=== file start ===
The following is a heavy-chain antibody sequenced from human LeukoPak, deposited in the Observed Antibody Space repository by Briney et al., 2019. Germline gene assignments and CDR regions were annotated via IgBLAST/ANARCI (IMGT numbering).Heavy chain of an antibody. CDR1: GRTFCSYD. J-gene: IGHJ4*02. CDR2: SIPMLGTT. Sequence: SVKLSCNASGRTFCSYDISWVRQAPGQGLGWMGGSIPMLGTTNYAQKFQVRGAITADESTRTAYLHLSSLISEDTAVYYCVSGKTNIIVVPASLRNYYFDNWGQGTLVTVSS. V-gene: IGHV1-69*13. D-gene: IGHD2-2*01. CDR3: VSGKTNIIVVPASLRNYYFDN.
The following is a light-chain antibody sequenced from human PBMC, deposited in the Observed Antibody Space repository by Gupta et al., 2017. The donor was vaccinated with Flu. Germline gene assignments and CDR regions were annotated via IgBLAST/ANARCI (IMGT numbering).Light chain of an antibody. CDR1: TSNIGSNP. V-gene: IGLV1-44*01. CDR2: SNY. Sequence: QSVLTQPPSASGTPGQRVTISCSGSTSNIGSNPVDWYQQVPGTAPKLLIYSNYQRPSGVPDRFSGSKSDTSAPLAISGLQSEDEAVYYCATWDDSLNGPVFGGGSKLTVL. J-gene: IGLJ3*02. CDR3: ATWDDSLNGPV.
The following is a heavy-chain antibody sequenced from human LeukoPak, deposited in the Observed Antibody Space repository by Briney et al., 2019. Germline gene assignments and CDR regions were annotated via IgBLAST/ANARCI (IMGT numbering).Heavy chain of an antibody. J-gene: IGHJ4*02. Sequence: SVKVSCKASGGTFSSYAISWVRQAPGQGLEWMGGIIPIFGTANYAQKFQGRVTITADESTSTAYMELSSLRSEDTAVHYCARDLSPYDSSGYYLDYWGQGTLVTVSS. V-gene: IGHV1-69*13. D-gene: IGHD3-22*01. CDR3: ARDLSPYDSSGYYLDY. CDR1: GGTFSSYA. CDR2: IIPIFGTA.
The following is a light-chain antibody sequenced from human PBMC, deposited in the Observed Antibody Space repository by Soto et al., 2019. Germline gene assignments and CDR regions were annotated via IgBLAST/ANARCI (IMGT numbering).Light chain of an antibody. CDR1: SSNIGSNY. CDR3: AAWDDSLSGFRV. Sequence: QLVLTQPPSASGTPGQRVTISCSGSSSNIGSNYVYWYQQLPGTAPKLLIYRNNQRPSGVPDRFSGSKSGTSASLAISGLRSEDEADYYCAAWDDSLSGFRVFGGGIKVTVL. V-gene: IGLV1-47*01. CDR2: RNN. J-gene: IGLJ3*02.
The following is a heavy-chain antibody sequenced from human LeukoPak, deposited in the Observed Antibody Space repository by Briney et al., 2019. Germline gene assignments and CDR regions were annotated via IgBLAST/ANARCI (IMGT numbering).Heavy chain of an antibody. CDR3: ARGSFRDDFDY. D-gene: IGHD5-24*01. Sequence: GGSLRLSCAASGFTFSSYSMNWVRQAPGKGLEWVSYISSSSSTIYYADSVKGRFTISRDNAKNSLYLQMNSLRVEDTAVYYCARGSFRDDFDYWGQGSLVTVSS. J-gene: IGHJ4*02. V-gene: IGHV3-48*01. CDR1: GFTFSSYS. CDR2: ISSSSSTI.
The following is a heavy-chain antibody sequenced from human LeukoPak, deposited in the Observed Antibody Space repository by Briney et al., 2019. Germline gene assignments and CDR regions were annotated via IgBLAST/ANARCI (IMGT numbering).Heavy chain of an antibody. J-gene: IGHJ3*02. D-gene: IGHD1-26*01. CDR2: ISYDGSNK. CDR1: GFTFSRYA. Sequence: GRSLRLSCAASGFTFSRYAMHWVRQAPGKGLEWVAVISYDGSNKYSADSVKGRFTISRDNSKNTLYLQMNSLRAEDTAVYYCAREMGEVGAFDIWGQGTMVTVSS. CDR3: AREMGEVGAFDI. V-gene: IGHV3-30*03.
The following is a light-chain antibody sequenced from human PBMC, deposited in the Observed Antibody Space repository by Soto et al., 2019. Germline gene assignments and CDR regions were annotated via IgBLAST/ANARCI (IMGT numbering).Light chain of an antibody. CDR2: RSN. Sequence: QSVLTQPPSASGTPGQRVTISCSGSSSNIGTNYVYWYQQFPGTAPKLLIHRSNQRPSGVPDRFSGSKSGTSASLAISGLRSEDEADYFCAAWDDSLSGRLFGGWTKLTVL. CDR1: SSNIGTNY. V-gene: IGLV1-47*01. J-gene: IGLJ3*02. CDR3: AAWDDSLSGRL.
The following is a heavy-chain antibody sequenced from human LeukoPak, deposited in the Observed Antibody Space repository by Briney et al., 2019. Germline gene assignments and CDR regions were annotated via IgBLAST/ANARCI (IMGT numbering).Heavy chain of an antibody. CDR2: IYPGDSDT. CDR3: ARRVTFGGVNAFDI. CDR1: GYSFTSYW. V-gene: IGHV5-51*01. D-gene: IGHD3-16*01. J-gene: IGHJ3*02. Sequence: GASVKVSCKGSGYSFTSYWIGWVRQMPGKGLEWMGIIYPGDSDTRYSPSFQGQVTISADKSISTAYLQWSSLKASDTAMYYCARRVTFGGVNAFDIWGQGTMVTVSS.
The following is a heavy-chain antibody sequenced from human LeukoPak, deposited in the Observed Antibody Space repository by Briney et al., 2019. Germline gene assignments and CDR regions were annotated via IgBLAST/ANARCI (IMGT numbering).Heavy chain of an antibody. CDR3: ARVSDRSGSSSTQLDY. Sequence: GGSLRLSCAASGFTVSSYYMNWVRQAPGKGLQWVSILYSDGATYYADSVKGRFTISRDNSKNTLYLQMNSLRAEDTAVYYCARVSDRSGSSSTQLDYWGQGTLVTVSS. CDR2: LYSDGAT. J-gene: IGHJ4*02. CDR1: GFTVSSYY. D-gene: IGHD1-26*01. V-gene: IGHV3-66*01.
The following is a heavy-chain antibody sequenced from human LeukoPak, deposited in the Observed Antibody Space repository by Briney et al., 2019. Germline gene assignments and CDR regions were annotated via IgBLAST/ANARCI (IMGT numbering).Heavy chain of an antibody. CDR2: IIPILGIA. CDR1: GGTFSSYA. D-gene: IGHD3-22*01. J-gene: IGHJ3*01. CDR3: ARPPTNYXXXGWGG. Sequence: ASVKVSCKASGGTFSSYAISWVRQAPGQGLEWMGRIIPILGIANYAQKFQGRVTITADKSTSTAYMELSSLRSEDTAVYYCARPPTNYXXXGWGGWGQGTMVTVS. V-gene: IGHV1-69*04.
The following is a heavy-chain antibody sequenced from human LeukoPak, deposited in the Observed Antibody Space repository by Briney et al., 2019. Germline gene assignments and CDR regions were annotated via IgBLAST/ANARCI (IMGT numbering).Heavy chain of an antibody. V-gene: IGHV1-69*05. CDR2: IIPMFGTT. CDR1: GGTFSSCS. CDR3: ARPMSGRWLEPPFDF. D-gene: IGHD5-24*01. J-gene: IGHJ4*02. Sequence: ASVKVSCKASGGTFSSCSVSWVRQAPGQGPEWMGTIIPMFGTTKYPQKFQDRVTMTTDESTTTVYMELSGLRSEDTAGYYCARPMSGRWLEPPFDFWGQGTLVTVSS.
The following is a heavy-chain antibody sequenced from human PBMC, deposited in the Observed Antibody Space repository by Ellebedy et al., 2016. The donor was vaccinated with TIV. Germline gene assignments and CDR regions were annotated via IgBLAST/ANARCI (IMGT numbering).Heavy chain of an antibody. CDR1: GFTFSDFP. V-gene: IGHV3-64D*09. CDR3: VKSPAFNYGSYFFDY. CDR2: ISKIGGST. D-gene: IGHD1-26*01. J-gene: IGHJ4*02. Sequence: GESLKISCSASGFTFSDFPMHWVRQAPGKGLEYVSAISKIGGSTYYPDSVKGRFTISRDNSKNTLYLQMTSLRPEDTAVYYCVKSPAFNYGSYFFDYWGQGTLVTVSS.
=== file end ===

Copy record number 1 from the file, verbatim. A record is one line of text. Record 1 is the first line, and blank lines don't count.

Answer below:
The following is a heavy-chain antibody sequenced from human LeukoPak, deposited in the Observed Antibody Space repository by Briney et al., 2019. Germline gene assignments and CDR regions were annotated via IgBLAST/ANARCI (IMGT numbering).Heavy chain of an antibody. CDR1: GRTFCSYD. J-gene: IGHJ4*02. CDR2: SIPMLGTT. Sequence: SVKLSCNASGRTFCSYDISWVRQAPGQGLGWMGGSIPMLGTTNYAQKFQVRGAITADESTRTAYLHLSSLISEDTAVYYCVSGKTNIIVVPASLRNYYFDNWGQGTLVTVSS. V-gene: IGHV1-69*13. D-gene: IGHD2-2*01. CDR3: VSGKTNIIVVPASLRNYYFDN.